Pub Date: June 15, 1963

ISBN: 0451228146

Page Count: 181

Publisher: Praeger

Review Posted Online: Oct. 5, 2011

Kirkus Reviews Issue: June 15, 1963

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Unrelenting gloom relieved only occasionally by wrenching trauma; somehow, though, Hannah’s storytelling chops keep the...


Hannah’s sequel to Firefly Lane (2008) demonstrates that those who ignore family history are often condemned to repeat it.

When we last left Kate and Tully, the best friends portrayed in Firefly Lane, the friendship was on rocky ground. Now Kate has died of cancer, and Tully, whose once-stellar TV talk show career is in free fall, is wracked with guilt over her failure to be there for Kate until her very last days. Kate’s death has cemented the distrust between her husband, Johnny, and daughter Marah, who expresses her grief by cutting herself and dropping out of college to hang out with goth poet Paxton. Told mostly in flashbacks by Tully, Johnny, Marah and Tully’s long-estranged mother, Dorothy, aka Cloud, the story piles up disasters like the derailment of a high-speed train. Increasingly addicted to prescription sedatives and alcohol, Tully crashes her car and now hovers near death, attended by Kate’s spirit, as the other characters gather to see what their shortsightedness has wrought. We learn that Tully had tried to parent Marah after her father no longer could. Her hard-drinking decline was triggered by Johnny’s anger at her for keeping Marah and Paxton’s liaison secret. Johnny realizes that he only exacerbated Marah’s depression by uprooting the family from their Seattle home. Unexpectedly, Cloud, who rebuffed Tully’s every attempt to reconcile, also appears at her daughter’s bedside. Sixty-nine years old and finally sober, Cloud details for the first time the abusive childhood, complete with commitments to mental hospitals and electroshock treatments, that led to her life as a junkie lowlife and punching bag for trailer-trash men. Although powerful, Cloud’s largely peripheral story deflects focus away from the main conflict, as if Hannah was loath to tackle the intractable thicket in which she mired her main characters.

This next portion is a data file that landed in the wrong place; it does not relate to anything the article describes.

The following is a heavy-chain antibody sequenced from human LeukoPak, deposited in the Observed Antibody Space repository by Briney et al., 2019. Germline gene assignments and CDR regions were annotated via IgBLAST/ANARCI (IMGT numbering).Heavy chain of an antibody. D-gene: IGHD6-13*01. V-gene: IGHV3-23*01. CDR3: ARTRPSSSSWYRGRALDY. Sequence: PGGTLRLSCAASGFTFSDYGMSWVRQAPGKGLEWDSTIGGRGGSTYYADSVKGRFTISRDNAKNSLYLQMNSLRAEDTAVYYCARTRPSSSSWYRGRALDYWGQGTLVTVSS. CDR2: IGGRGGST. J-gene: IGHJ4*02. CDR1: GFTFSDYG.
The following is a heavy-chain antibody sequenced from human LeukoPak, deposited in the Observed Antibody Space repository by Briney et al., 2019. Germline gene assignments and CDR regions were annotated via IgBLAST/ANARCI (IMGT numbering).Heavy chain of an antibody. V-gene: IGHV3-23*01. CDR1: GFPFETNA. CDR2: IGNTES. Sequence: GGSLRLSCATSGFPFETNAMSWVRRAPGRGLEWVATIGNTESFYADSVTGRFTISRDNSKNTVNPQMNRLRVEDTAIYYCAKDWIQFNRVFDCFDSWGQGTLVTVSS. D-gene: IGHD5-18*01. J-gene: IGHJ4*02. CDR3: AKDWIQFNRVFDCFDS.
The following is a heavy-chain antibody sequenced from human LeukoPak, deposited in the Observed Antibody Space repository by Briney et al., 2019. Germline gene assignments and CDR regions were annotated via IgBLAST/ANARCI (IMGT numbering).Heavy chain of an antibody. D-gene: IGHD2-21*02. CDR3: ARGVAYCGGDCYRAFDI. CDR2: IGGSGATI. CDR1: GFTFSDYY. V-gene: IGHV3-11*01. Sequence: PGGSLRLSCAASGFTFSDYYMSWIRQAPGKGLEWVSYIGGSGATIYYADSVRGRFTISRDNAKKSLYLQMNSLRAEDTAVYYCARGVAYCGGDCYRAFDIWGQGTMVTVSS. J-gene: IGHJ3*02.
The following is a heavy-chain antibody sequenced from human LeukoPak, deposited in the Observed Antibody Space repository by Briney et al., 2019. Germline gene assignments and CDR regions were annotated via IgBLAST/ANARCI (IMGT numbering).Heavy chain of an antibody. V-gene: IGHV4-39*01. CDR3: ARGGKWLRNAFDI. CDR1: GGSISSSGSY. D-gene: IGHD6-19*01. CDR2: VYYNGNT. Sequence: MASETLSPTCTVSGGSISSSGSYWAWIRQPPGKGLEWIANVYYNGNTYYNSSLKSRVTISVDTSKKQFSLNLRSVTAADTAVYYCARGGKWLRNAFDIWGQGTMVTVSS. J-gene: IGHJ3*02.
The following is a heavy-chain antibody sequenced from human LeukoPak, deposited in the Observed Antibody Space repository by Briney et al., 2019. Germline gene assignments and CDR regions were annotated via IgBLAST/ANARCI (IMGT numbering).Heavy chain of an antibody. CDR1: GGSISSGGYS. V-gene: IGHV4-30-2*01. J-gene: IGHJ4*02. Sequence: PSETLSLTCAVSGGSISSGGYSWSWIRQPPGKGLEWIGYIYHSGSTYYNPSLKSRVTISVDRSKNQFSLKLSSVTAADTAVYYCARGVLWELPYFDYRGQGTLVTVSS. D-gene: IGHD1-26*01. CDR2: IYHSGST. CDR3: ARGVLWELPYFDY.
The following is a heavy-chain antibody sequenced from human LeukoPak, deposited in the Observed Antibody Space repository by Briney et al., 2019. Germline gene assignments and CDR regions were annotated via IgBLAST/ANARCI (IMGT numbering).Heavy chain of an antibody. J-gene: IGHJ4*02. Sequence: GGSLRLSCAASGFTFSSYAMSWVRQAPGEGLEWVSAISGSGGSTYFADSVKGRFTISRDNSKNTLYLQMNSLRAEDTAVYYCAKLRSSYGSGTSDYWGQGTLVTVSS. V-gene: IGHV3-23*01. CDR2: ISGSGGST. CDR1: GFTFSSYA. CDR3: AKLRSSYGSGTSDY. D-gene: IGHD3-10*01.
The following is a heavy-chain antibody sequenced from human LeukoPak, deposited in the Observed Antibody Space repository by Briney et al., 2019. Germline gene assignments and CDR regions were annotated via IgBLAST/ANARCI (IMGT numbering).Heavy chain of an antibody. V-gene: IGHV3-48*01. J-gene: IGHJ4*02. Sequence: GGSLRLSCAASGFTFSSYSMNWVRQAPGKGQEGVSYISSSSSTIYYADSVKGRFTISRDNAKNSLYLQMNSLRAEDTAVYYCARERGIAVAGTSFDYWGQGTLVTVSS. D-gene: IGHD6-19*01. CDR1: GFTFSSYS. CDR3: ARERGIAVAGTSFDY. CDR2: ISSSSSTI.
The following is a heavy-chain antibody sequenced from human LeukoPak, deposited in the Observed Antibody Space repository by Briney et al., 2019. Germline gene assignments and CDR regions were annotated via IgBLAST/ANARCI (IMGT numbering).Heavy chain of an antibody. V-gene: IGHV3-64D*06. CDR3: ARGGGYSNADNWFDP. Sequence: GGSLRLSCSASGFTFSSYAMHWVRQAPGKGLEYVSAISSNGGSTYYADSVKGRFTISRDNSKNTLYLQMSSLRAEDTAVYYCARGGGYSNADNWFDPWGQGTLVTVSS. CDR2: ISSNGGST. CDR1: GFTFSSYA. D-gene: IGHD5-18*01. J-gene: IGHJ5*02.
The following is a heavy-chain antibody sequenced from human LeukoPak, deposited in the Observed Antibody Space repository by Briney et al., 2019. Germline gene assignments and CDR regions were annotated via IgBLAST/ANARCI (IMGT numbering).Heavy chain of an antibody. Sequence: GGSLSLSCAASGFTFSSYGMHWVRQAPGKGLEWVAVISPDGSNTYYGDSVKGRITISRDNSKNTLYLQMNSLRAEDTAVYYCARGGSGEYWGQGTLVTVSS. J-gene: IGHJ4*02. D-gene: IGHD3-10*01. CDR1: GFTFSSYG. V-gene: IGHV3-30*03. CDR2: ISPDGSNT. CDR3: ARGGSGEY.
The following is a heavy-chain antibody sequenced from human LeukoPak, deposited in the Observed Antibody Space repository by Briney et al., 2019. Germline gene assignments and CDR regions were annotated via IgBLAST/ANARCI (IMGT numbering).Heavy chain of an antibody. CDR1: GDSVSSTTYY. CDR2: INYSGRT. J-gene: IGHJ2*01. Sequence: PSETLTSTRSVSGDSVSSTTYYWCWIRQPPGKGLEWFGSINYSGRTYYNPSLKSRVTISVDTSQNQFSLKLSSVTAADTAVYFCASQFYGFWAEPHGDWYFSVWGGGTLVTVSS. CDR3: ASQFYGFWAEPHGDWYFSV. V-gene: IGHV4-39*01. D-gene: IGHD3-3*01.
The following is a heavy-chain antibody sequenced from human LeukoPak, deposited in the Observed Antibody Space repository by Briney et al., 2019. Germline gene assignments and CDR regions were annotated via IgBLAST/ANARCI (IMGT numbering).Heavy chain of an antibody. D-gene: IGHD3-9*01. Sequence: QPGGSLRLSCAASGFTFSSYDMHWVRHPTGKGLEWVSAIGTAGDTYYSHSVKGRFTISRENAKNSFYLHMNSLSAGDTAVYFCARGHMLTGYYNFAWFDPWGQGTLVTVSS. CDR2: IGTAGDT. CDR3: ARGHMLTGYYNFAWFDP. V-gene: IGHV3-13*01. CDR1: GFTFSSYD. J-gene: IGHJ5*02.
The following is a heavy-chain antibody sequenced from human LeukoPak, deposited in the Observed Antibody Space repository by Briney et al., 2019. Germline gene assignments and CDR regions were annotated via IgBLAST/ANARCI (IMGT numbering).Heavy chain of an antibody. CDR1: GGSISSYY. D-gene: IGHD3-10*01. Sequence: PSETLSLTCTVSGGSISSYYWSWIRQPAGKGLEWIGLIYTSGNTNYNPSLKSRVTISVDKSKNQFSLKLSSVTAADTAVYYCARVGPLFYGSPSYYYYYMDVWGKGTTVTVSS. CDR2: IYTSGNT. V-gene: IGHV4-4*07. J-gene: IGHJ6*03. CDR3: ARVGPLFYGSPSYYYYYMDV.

Unrelenting gloom relieved only occasionally by wrenching trauma; somehow, though, Hannah’s storytelling chops keep the pages turning even as readers begin to resent being drawn into this masochistic morass.

Pub Date: April 23, 2013

ISBN: 978-0-312-57721-6

Page Count: 416

Publisher: St. Martin's

Review Posted Online: Feb. 18, 2013

Kirkus Reviews Issue: March 1, 2013